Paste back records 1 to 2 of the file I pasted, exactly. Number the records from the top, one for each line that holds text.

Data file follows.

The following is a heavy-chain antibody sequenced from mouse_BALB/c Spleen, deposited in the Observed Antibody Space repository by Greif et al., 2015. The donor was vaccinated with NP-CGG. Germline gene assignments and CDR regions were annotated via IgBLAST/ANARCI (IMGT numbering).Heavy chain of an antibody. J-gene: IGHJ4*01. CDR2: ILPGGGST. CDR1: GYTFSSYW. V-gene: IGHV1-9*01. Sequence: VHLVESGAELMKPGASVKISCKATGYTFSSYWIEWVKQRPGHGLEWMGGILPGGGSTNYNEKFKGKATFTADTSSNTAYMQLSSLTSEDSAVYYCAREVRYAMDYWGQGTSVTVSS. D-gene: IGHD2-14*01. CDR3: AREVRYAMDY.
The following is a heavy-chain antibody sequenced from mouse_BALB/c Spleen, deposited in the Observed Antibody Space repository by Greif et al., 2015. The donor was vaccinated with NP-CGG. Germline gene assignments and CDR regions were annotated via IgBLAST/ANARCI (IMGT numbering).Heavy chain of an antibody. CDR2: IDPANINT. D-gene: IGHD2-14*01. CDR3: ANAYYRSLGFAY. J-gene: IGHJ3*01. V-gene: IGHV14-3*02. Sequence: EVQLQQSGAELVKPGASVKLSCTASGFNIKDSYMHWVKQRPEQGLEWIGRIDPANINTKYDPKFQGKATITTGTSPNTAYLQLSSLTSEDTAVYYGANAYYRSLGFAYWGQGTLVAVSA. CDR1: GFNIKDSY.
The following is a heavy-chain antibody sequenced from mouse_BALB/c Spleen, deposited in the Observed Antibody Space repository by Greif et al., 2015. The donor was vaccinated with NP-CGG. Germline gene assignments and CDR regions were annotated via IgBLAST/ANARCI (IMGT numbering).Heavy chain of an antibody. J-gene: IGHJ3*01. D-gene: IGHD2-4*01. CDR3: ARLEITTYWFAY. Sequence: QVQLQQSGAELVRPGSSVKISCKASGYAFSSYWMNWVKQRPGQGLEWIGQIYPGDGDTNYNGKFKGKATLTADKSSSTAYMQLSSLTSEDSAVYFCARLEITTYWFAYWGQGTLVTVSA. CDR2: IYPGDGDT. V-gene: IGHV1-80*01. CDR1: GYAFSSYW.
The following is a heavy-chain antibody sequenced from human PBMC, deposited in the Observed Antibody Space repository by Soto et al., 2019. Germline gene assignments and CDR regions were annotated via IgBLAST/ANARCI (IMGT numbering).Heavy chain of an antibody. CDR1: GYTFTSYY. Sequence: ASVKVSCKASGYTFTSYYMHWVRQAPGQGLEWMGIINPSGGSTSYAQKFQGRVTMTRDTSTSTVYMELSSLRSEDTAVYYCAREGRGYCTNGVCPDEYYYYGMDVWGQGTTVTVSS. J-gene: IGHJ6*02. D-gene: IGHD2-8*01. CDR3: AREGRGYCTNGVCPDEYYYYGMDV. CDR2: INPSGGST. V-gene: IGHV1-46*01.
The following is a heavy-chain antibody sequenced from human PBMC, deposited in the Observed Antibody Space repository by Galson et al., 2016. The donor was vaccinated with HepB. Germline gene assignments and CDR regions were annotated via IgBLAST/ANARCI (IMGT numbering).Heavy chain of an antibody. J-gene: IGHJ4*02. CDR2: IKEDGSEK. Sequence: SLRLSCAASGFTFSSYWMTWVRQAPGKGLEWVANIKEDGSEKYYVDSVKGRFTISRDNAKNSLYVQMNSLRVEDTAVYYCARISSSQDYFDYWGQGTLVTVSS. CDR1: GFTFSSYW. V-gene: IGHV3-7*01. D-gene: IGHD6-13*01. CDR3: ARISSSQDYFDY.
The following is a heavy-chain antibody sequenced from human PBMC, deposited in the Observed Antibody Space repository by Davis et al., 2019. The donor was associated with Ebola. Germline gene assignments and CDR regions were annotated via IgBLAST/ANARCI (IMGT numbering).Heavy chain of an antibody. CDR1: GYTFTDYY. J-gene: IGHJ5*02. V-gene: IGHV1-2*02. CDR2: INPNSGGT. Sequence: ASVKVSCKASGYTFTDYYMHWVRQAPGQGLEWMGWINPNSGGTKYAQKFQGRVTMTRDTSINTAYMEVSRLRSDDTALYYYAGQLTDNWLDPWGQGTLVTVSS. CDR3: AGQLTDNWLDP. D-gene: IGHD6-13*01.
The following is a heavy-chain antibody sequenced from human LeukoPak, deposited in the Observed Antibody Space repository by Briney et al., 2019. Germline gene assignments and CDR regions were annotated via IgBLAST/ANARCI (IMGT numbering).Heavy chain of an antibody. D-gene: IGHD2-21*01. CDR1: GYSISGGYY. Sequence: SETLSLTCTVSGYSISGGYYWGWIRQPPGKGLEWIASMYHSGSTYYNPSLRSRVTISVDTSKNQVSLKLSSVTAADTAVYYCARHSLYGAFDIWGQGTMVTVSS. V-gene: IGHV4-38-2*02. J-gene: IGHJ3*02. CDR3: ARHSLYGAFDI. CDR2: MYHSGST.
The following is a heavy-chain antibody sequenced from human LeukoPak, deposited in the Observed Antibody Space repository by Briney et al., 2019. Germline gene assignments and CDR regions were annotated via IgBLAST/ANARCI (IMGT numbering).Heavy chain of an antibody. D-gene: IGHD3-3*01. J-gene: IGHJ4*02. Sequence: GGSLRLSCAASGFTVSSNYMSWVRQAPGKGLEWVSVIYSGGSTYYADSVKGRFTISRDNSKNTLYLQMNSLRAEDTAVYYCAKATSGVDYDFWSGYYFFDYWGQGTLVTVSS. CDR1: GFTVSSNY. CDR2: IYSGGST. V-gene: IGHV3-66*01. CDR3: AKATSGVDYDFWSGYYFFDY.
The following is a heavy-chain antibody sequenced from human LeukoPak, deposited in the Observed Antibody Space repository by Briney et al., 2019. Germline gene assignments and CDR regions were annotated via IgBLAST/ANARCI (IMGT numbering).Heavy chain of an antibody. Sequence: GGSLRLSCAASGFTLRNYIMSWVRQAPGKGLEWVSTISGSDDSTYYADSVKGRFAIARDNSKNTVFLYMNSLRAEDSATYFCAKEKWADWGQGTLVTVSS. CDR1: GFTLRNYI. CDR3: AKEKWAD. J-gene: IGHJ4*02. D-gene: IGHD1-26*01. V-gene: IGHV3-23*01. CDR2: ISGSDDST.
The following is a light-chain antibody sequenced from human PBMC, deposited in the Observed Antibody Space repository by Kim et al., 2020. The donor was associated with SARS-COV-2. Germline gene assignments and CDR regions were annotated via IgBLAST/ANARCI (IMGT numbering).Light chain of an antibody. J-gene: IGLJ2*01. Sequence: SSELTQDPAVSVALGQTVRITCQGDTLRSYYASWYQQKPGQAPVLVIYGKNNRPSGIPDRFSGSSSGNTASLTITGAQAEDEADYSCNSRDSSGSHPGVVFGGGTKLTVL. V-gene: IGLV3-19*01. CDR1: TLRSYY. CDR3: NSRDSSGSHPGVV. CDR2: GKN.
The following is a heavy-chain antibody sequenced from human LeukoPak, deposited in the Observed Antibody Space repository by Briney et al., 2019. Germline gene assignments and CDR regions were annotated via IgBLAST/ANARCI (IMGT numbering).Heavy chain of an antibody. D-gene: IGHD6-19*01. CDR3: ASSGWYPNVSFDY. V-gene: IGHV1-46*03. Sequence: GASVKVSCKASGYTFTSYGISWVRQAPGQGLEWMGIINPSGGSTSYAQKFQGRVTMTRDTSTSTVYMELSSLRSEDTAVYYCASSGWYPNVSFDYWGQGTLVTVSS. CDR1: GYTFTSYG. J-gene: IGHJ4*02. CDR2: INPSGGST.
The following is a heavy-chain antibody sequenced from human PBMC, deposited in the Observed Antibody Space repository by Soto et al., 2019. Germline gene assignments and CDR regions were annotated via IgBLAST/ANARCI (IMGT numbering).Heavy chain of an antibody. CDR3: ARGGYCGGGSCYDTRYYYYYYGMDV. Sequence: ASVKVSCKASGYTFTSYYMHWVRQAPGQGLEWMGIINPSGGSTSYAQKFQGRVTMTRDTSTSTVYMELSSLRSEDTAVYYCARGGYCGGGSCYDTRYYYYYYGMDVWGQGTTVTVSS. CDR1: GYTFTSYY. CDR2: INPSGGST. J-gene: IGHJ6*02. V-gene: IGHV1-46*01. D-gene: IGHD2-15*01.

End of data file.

The following is a heavy-chain antibody sequenced from mouse_BALB/c Spleen, deposited in the Observed Antibody Space repository by Greif et al., 2015. The donor was vaccinated with NP-CGG. Germline gene assignments and CDR regions were annotated via IgBLAST/ANARCI (IMGT numbering).Heavy chain of an antibody. J-gene: IGHJ4*01. CDR2: ILPGGGST. CDR1: GYTFSSYW. V-gene: IGHV1-9*01. Sequence: VHLVESGAELMKPGASVKISCKATGYTFSSYWIEWVKQRPGHGLEWMGGILPGGGSTNYNEKFKGKATFTADTSSNTAYMQLSSLTSEDSAVYYCAREVRYAMDYWGQGTSVTVSS. D-gene: IGHD2-14*01. CDR3: AREVRYAMDY.
The following is a heavy-chain antibody sequenced from mouse_BALB/c Spleen, deposited in the Observed Antibody Space repository by Greif et al., 2015. The donor was vaccinated with NP-CGG. Germline gene assignments and CDR regions were annotated via IgBLAST/ANARCI (IMGT numbering).Heavy chain of an antibody. CDR2: IDPANINT. D-gene: IGHD2-14*01. CDR3: ANAYYRSLGFAY. J-gene: IGHJ3*01. V-gene: IGHV14-3*02. Sequence: EVQLQQSGAELVKPGASVKLSCTASGFNIKDSYMHWVKQRPEQGLEWIGRIDPANINTKYDPKFQGKATITTGTSPNTAYLQLSSLTSEDTAVYYGANAYYRSLGFAYWGQGTLVAVSA. CDR1: GFNIKDSY.